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Carmichael v. United States

United States District Court, W.D. North Carolina

January 5, 2018

SHARIFF OMAR CARMICHAEL, also known as PAUL JOHNSON, also known as MICHAEL JOHNSON, Petitioner,
v.
UNITED STATES OF AMERICA, Respondent.

          ORDER

          Frank D. Whitney Chief United States District Judge.

         THIS MATTER is before the Court upon Petitioner Shariff Omar Carmichael's pro se Motion to Vacate, Set Aside or Correct Sentence, 28 U.S.C. § 2255 (Doc. No. 1), in which he raises a claim pursuant to Johnson v. United States, 135 S.Ct. 2551 (2015). Also before the Court is the Government's Motion to Dismiss Carmichael's Motion to Vacate. (Doc. No. 6.)

         I. BACKGROUND

         On September 21, 2006, Carmichael was convicted, after a jury trial in this Court, of bank robbery, in violation of 18 U.S.C. § 2113(a) (Count One); armed bank robbery, in violation of 18 U.S.C. § 2113(d) (Count Two); possession of a firearm during and in relation to a crime of violence, in violation of 18 U.S.C. § 924(c) (Count Three); and possession of a firearm by a felon in violation of 18 U.S.C. § 922(g)(1) (Count Four). Verdict, Doc. No. 108.[1] The Court sentenced him to an aggregate prison term of 346 months. J., Doc. No. 115. Carmichael's judgment was affirmed on direct appeal. United States v. Johnson, 269 F. App'x 331, 2008 WL 687330 (4th Cir. 2008) (unpublished).

         Carmichael attests that he placed his § 2255 Motion in the prison mailing system on June 24, 2016. (§ 2255 Mot. 11, Doc. No. 1.) However, the postmark on the Motion is dated July 29, 2016 (§ 2255 Env., Doc. No. 1-1), and it was not filed in this Court until August 2, 2016.

         Carmichael's sole claim is that his § 924(c) conviction and sentence should be vacated in light of the Supreme Court's holding in Johnson v. United States, 135 S.Ct. 2551 (2015). (§ 2255 Mot. 4.) The Government has filed a Motion to Dismiss, arguing that Carmichael's § 2255 Motion is procedurally barred and frivolous. (Doc. No. 6.)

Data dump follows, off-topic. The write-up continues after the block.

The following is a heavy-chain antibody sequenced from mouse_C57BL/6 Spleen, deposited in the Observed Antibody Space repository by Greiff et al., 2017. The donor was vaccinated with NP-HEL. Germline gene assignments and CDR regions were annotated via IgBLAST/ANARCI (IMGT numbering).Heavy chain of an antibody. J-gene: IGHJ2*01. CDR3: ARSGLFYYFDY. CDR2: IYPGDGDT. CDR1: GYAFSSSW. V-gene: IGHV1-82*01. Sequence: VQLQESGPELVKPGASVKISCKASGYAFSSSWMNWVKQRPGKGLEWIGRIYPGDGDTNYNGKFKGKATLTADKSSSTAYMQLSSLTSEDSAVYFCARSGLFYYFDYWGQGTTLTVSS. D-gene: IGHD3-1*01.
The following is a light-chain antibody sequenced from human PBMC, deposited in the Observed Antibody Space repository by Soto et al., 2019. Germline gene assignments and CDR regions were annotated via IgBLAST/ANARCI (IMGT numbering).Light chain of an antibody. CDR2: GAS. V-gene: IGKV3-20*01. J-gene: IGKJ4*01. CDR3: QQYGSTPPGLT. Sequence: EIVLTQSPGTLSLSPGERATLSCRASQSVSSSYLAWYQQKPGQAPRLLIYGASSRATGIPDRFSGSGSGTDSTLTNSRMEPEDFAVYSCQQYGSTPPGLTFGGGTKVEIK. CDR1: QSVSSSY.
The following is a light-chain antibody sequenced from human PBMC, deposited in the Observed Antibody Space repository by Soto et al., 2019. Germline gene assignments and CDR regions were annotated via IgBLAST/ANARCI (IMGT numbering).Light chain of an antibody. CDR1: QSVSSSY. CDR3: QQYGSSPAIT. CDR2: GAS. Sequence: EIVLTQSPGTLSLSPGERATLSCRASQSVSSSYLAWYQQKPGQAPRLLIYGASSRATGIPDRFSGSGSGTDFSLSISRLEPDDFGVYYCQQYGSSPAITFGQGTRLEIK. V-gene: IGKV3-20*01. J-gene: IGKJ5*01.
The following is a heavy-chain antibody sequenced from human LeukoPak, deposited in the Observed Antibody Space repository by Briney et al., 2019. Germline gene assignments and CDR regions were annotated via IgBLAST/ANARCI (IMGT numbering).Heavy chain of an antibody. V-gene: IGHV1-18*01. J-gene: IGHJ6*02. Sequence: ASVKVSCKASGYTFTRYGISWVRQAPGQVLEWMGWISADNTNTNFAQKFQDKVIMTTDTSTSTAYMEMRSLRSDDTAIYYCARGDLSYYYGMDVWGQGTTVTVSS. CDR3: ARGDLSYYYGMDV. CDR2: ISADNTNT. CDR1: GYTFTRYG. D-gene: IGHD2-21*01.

On January 18, 2017, the Court entered an Order in accordance with Roseboro v. Garrison, 528 F.2d 309 (4th Cir. 1975), notifying Carmichael of his right to respond to the Government's Motion to Dismiss and providing him 30 days to do so. The Court also notified Carmichael that failure to reply could result in dismissal of his § 2255 Motion to Vacate without further notice. (Doc. No. 7.) At his request, the Court granted Carmichael an extension of time, up to and including April 3, 2017, to respond. (Doc. No. 9.) Nonetheless, Carmichael has not responded to the Government's Motion to Dismiss.

         II. STANDARD OF REVIEW

         Rule 4(b) of the Rules Governing Section 2255 Proceedings provides that courts are to promptly examine motions to vacate, along with “any attached exhibits and the record of prior proceedings . . .” in order to determine whether the petitioner is entitled to any relief on the claims set forth therein. After examining the record in this matter, the Court finds that the arguments presented can be resolved without an evidentiary hearing based on the record and governing case law. See Raines v. United States, 423 F.2d 526, 529 (4th Cir. 1970).

         III. DISCUSSSION

         The issue before this Court is a legal one: whether Carmichael's conviction for using and carrying a firearm in furtherance of a crime of violence, in violation of 18 U.S.C. § 924(c), must be vacated under Johnson v. United States. In Johnson, the Supreme Court held that the residual clause of the Armed Career Criminal Act (“ACCA”), 18 U.S.C. § 924(e), is unconstitutionally vague. 135 S.Ct. at 2558. The ACCA provides for a mandatory minimum sentence of 15 years in prison for a defendant convicted of being a felon in possession of a firearm, 18 U.S.C. § 922(g), if the defendant has at least three prior convictions for serious drug offenses or violent felonies. See § 924(e)(1).

         “Violent felony” is defined in the ACCA as “any crime punishable by imprisonment for a term exceeding one year” that “(i) has as an element the use, attempted use, or threatened use of physical force against the person of another; or (ii) is burglary, arson, or extortion, involves use of explosives, or otherwise involves conduct that presents a serious potential risk of physical injury to another.” § 924(e)(2)(B) (emphasis added). The italicized closing words of § 924(e)(2)(B) constitute the ACCA's residual clause, which the Johnson Court held is void for vagueness. 135 S.Ct. at 2556, 2558. The Court left intact the remainder of the ACCA's “violent felony” definition, including the four enumerated offenses and the “force clause.” Id. at 2563.

         Although Carmichael was convicted of being a felon in possession of a firearm (Count Four), he is not challenging that conviction or sentence. Rather, he seeks to extend Johnson's void-for-vagueness holding to § 924(c). The Fourth Circuit has not yet determined whether Johnson applies to § 924(c). This Court need not resolve the issue here because the instant § 2255 motion to vacate would fail on the merits, regardless.[2]

         To sustain a conviction under § 924(c), the government must prove that the defendant used or carried a firearm “during and in relation to any crime of violence or drug trafficking crime . . . .” § 924(c)(1)(A). A ...


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